It was serious business! My brothers and I were neck deep in it. We were digging to China when we were interrupted by the sound of our mother calling us for dinner.
Digging holes is something that boys do. As kids, we would dig holes for forts, holes for adventures, and holes in search of gold. At the age of three, my son dug a hole to trap bears.
In business however, when we dig holes – unless we are in the construction business – they are usually not good. I have dug myself some holes as a businessman over the years. The biggest hole that I dug was hundreds of thousands of dollars deep. These types of holes don’t happen overnight: they take lots of planning and many hours of making mistakes, and sometimes years to get out of.
The most common holes in business are profit holes. Profit holes are those costs that build up over time and eat away at the owner’s profits. According to the National Federation of Independent Business in the USA, 60 per cent of small businesses are either not profitable or are only marginally profitable. To be clear, the profit in a business is what is left over after paying all of your expenses. In a small business, there are many expenses: the cost of goods, labour, insurance, supplies, utilities, computer equipment, etc. The list is almost endless it seems. Unless we are careful operators of our business, we may find ourselves among the 60 per cent of businesses where the owners receive very little to speak of in terms of money at the end of the day.
One of my clients, we will call him Paul for the sake of this story, owned a health food store that he ran for several decades. As he was thinking of selling the business, he realized that new owners would probably like a business that was a little more profitable. Paul started examining his income and expense statement with a fine-tooth comb. He discovered several areas in which some of his costs had crept up over the year. In one case, he found that he had originally employed a cleaning company on a contract for a small job for $50 per week. Over time, they had gradually raised their prices to $100 per week. He consulted his employees concerning this job, and was told that they thought that they had time to do the contractor’s work as he was only spending 15 minutes a week in the building. Profit hole filled = $5,200!!!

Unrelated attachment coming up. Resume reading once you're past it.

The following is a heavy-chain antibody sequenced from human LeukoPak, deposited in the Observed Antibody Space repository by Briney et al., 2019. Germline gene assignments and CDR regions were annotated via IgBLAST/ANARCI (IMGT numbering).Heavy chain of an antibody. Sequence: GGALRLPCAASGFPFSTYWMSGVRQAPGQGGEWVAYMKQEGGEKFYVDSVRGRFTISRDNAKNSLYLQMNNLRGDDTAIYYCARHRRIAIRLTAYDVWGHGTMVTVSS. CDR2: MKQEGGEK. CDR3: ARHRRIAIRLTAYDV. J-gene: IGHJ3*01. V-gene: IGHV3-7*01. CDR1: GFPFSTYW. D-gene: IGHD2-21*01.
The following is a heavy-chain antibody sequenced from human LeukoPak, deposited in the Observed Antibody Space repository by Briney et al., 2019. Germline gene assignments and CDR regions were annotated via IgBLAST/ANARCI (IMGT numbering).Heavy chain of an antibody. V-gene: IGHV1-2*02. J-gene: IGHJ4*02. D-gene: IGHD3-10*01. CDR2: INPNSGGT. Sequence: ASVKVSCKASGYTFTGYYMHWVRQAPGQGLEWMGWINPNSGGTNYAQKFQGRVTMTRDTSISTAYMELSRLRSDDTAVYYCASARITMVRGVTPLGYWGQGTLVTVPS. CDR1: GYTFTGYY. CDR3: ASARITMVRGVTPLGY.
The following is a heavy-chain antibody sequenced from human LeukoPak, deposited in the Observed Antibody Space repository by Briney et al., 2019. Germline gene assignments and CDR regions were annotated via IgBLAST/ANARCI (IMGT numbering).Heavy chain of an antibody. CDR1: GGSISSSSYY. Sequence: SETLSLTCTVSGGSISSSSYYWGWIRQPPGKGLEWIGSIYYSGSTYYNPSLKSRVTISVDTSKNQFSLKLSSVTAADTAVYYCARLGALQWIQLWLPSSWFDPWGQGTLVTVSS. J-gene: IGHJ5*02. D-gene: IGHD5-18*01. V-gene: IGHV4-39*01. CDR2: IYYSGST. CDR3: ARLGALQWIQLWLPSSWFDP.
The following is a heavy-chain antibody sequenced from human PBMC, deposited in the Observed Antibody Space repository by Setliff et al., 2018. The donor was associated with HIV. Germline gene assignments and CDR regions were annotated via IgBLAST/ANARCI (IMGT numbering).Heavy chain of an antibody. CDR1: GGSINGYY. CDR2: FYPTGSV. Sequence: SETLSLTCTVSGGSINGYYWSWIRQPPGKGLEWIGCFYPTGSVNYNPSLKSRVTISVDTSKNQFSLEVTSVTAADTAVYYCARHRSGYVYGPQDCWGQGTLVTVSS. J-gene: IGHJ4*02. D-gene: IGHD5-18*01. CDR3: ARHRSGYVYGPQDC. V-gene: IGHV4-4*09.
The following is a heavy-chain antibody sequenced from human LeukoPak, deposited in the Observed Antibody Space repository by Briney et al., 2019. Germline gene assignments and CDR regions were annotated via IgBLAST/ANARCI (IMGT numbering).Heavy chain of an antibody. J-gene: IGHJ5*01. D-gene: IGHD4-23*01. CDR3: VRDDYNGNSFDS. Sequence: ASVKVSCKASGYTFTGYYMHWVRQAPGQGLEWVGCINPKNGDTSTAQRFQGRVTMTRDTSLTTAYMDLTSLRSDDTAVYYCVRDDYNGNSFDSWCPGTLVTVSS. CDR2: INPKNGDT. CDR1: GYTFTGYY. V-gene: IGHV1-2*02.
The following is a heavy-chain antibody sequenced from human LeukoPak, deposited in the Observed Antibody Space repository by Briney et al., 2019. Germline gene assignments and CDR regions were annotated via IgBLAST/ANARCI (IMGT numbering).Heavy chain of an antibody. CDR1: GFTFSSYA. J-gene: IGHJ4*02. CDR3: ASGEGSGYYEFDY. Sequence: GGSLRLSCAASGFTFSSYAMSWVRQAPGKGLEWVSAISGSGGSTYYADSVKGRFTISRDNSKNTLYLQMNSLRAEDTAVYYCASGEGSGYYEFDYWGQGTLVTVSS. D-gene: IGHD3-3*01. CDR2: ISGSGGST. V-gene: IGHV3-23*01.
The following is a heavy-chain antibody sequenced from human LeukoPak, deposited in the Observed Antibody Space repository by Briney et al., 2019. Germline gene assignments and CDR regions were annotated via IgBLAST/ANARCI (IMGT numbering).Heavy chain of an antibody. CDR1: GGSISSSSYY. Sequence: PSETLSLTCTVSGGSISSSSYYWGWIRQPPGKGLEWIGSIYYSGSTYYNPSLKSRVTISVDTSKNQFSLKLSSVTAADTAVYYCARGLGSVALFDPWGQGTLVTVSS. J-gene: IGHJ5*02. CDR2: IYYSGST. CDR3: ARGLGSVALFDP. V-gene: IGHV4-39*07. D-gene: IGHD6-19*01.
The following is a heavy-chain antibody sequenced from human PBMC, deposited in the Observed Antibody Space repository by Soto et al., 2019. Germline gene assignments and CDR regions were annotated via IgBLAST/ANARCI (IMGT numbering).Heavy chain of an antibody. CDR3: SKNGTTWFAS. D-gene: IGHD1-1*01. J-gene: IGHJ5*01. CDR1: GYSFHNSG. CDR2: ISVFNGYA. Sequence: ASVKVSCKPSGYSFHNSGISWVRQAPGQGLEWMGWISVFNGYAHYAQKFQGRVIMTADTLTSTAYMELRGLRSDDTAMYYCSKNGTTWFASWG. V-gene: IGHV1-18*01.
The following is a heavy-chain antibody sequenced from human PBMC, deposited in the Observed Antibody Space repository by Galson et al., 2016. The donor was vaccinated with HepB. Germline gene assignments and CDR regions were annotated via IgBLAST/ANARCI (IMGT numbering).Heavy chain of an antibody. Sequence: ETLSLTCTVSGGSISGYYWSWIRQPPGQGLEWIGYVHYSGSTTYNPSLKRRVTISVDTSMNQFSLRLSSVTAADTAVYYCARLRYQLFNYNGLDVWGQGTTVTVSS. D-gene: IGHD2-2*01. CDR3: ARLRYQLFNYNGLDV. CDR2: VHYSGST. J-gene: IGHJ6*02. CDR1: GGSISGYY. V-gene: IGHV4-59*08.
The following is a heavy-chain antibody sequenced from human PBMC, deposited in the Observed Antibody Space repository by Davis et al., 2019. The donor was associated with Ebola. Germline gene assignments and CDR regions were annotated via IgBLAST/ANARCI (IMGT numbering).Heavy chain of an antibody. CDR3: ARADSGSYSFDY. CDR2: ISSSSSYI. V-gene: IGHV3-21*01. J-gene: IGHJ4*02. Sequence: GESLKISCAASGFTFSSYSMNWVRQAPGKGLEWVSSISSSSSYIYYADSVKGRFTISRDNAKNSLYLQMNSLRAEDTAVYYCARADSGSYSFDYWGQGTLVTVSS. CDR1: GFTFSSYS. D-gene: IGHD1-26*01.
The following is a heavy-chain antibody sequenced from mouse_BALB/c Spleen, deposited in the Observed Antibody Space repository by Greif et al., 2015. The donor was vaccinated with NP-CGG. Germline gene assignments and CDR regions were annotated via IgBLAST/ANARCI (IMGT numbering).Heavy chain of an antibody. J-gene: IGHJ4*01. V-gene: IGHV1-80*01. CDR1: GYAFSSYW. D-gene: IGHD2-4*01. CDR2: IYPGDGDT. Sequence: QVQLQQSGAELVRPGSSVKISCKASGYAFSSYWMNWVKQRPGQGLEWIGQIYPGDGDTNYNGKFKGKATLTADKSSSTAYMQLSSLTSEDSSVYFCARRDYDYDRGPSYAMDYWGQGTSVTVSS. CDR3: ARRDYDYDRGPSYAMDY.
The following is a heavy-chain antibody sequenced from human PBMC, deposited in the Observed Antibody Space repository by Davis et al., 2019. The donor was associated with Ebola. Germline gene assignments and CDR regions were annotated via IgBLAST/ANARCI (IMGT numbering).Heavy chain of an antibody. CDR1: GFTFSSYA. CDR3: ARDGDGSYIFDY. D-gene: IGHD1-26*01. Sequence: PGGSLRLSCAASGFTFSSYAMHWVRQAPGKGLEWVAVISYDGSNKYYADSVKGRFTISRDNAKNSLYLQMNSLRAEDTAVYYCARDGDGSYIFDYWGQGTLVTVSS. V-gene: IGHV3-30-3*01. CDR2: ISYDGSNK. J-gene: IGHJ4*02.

Paul kept digging. One day he got a call from a service provider for debit machines. They told him that he would save $400 per month if he switched over. Paul didn’t switch, but he used that call to ask his current provider to match their rates. When they agreed, Paul saved an additional $4,800 being lost through a profit hole.
When Paul plugged these two profit holes, he saved himself $10,000 per year. For a small business owner, $10,000 a year can be very significant. Not only did Paul enjoy that money immediately, but he increased the value of his business at the same time. Potential buyers always want a profitable business!
When we are looking for ways to reduce our expenses and plug profit holes, we need to look through each and every area of the business. We must ask ourselves how we can reduce our costs in this area. In my book Profit Yourself Healthy, I identified 107 different ways that small business owners can reduce their expenses. These include reducing costs in areas such as labour, energy, consulting fees, insurance, travel expenses, maintenance, and more. Sometimes we can eliminate an expense. Often times by putting the product or service out for tender again, we can lower our costs. The trick is to look at the largest expense areas first, and figure out ways that we can create efficiencies.
The longer we have been in business, the more profit holes we can find. Like Paul, we let little expenses build up over time and the result is an erosion of our profits. It’s easy to dig holes but sometimes it’s much easier to fill them.
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